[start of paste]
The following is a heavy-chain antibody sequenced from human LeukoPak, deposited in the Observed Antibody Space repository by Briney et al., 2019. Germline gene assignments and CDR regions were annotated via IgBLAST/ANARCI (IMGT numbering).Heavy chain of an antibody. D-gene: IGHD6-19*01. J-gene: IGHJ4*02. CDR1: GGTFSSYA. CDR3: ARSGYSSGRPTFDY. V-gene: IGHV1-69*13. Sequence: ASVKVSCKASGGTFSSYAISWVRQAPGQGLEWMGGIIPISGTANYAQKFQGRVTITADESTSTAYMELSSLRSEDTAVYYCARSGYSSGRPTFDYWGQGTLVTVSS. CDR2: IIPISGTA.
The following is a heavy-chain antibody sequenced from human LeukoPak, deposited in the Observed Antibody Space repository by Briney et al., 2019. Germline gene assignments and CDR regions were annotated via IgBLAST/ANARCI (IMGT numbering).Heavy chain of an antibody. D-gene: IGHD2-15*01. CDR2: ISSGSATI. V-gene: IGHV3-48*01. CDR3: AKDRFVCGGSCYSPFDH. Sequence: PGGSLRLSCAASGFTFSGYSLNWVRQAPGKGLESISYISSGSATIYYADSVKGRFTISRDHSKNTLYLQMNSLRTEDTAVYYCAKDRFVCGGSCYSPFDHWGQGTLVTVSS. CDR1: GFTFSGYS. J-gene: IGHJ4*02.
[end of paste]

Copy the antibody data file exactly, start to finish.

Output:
The following is a heavy-chain antibody sequenced from human LeukoPak, deposited in the Observed Antibody Space repository by Briney et al., 2019. Germline gene assignments and CDR regions were annotated via IgBLAST/ANARCI (IMGT numbering).Heavy chain of an antibody. D-gene: IGHD6-19*01. J-gene: IGHJ4*02. CDR1: GGTFSSYA. CDR3: ARSGYSSGRPTFDY. V-gene: IGHV1-69*13. Sequence: ASVKVSCKASGGTFSSYAISWVRQAPGQGLEWMGGIIPISGTANYAQKFQGRVTITADESTSTAYMELSSLRSEDTAVYYCARSGYSSGRPTFDYWGQGTLVTVSS. CDR2: IIPISGTA.
The following is a heavy-chain antibody sequenced from human LeukoPak, deposited in the Observed Antibody Space repository by Briney et al., 2019. Germline gene assignments and CDR regions were annotated via IgBLAST/ANARCI (IMGT numbering).Heavy chain of an antibody. D-gene: IGHD2-15*01. CDR2: ISSGSATI. V-gene: IGHV3-48*01. CDR3: AKDRFVCGGSCYSPFDH. Sequence: PGGSLRLSCAASGFTFSGYSLNWVRQAPGKGLESISYISSGSATIYYADSVKGRFTISRDHSKNTLYLQMNSLRTEDTAVYYCAKDRFVCGGSCYSPFDHWGQGTLVTVSS. CDR1: GFTFSGYS. J-gene: IGHJ4*02.